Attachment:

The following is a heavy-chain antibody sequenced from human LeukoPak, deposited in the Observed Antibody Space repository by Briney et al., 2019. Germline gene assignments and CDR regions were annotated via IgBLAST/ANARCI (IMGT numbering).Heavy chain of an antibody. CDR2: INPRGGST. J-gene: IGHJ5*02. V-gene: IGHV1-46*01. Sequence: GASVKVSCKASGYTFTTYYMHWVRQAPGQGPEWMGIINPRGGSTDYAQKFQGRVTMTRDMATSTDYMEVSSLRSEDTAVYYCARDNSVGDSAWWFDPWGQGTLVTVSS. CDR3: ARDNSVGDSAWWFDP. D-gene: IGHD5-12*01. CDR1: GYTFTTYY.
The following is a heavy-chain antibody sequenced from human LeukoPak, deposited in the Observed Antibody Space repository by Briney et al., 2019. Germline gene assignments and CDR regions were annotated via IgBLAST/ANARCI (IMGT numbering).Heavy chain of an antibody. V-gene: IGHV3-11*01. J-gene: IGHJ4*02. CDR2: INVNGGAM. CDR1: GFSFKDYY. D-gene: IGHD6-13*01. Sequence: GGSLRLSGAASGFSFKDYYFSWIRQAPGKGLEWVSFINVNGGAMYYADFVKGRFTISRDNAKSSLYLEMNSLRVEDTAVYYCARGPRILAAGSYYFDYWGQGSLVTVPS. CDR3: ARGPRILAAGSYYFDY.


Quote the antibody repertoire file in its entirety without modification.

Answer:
The following is a heavy-chain antibody sequenced from human LeukoPak, deposited in the Observed Antibody Space repository by Briney et al., 2019. Germline gene assignments and CDR regions were annotated via IgBLAST/ANARCI (IMGT numbering).Heavy chain of an antibody. CDR2: INPRGGST. J-gene: IGHJ5*02. V-gene: IGHV1-46*01. Sequence: GASVKVSCKASGYTFTTYYMHWVRQAPGQGPEWMGIINPRGGSTDYAQKFQGRVTMTRDMATSTDYMEVSSLRSEDTAVYYCARDNSVGDSAWWFDPWGQGTLVTVSS. CDR3: ARDNSVGDSAWWFDP. D-gene: IGHD5-12*01. CDR1: GYTFTTYY.
The following is a heavy-chain antibody sequenced from human LeukoPak, deposited in the Observed Antibody Space repository by Briney et al., 2019. Germline gene assignments and CDR regions were annotated via IgBLAST/ANARCI (IMGT numbering).Heavy chain of an antibody. V-gene: IGHV3-11*01. J-gene: IGHJ4*02. CDR2: INVNGGAM. CDR1: GFSFKDYY. D-gene: IGHD6-13*01. Sequence: GGSLRLSGAASGFSFKDYYFSWIRQAPGKGLEWVSFINVNGGAMYYADFVKGRFTISRDNAKSSLYLEMNSLRVEDTAVYYCARGPRILAAGSYYFDYWGQGSLVTVPS. CDR3: ARGPRILAAGSYYFDY.